Alison Berkley: Reality check on all that marital bliss
If I get invited to one more wedding, I’m going to be sick.
Don’t get me wrong, I love big fancy parties with lots of free booze and (another) great excuse to buy a dress and shoes and maybe sleep with some old friend I never thought of in that way before. But in Aspen, the dreaded Wedding Season is exacerbated by friends who abandon you by getting hitched and moving downvalley for a quieter, more economically sound existence, which means you are left with one less precious female with whom to frequent the bars. All of a sudden my friends are dropping like flies, reminding me that at some point, I may want to think about living with a man who I consider to be more than “my roommate.”
I know my Daddy hates to hear it, but the whole choosing one guy to have sex with for the rest of your life thing kind of escapes me. How can I be expected to make a major decision like that when my whole life has been dictated by having too many choices? That would be like going to Nordstrom’s and walking out with only one pair of shoes. Besides, it just doesn’t jibe with life here in Aspen. I am not paying a gazillion dollars a month to live in a house that’s falling down with four guys and three dogs so I can “settle down.” It seems to me that when you live around the corner from over 40 bars, your natural inclination is going to be quite the opposite.
My roommate likes to refer to this phenomenon as a “lifestyle,” as if being 33, single, and living in a quasi-frat house were totally normal. He knows he’s good looking and dates actively but seems just as happy to hang out at home with his dog, watch baseball games on Sportscenter and gamble on the Internet. He convincingly justifies the fact that we have absolved ourselves of any major responsibilities so we can continue to play and act like we’re never going to age. We talk about “quality of life” and how many powder days we scored last year or how things might have been different if we hadn’t lost so much money in the stock market. We dish about bad dates, good sex and why the last one didn’t quite make the cut. We feel validated when friends from out of town who have real jobs come to visit and don’t want to leave, even though we made them sleep in the living room all week on a futon littered with dog hair and they didn’t seem to mind.
It’s understandable then that there’s a bit of a rift growing between me and my girlfriends who are tying the knot this summer (three in August and one in October). Suddenly our conversation has shifted from hot guys to wedding dresses and seating arrangements and why she didn’t make me a bridesmaid. They are sickeningly happy and self-absorbed and always seem to hold their hand up so their diamond ring glares right into your eye whenever the sunlight hits it just so. Even though they’re adamant about having “girl time,” their fiance calls them every five minutes on their cell phone. I just want to know, why is it so bloody important to say, “I love you,” at the end of every single conversation, even the ones that appear mundane, like what they want brought home from the grocery store. And as soon as they get engaged, they immediately start calling each other these sickening little pet names like “Baby” or “Hon.” Okay, Hon. I’ll pick up some lima beans on my way home, Hon. I love you. … Or the way they always find a way to throw “my fiance” into every single conversation, like the cashier at the gas station or the guy taking your order at lunch really gives a damn about your marital status. I mean, get over yourself!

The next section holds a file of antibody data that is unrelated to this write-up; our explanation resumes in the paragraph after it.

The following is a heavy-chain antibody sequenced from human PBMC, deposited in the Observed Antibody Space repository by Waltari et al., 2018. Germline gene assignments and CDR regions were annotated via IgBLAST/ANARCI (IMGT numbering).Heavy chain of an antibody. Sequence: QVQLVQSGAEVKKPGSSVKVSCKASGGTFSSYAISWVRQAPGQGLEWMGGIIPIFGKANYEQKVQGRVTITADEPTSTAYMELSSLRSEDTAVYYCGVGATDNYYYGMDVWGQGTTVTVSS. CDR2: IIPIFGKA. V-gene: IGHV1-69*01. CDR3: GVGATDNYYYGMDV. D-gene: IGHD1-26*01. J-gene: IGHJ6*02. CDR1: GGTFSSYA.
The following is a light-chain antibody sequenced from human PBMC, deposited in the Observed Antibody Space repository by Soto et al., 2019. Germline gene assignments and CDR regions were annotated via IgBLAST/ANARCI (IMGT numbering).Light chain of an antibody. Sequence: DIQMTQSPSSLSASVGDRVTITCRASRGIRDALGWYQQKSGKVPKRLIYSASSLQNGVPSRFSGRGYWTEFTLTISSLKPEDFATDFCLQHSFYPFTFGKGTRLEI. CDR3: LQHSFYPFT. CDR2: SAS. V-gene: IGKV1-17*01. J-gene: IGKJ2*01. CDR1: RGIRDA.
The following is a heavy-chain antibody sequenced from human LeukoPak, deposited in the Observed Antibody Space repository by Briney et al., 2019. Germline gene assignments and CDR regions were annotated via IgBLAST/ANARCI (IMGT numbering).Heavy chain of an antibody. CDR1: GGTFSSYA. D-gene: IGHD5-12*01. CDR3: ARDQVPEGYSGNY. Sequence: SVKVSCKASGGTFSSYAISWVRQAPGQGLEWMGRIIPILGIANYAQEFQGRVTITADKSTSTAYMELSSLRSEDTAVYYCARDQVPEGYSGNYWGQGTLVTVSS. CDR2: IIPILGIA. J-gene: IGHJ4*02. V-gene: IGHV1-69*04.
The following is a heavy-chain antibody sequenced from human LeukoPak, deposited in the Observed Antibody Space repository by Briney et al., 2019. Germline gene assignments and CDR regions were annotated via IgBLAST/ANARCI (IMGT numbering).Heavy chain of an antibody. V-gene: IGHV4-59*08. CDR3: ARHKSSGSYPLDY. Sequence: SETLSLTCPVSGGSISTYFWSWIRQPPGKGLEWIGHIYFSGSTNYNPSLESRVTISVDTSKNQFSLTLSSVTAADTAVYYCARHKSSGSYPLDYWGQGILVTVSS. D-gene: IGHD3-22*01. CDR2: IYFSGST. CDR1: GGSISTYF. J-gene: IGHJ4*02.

What’s worse is all the wedding protocol that’s expected of you, the single friend who feels more inclined to mourn than celebrate because you know those late nights with all the grungy drunks at Cooper Street have all but come to an end. Instead you’re forced to buy them gifts that would normally make you gag (a set of spoons or a cutting board) and expected to attend all those bridal showers and bachelorette parties which usually also require stupid gifts (although chocolate dildos and lingerie are a little more exciting than steak knives). Then you have to befriend their fiance and act like you and his bride-to-be never did experiment in college with (fill in the blank) and that you’re really excited to hang out with them now. The worst part of it is that you usually do end up liking them, which makes you feel guilty for resenting them so much for stealing your friend away.
The way I see it, I’ve got everything I need right here. Between all my roommates (with the exception of the one who I’ve never seen because he never comes out of the basement), I’ve got looks, personality and brains. Everything I could ever need to get me off is right around the corner, and his name is Ajax. I’m fine with the fact that the only male I’m currently sharing my bed with is an 80 pound black dog named Sebastian. Even if he does snore incessantly, he is quite handsome, and I’m sure that he loves me. Plus, I am willing to accept him despite his faults. I am all about keeping my options open, which at this particular point in my life has more to do with making sure I get to watch my shows on TV (in this house it’s my beloved HBO and the WB vs. ESPN and Comedy Central). So when the only question that’s getting popped around here is “Hey, who has the remote?” you can be sure I am always the first to one to answer: “I do.”
If you have something to talk about besides your upcoming wedding, you can e-mail the Princess at firstname.lastname@example.org.
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Aspen City Council’s recent actions are proof that you get what you pay for, argues Elizabeth Milias in her Red Ant column this week.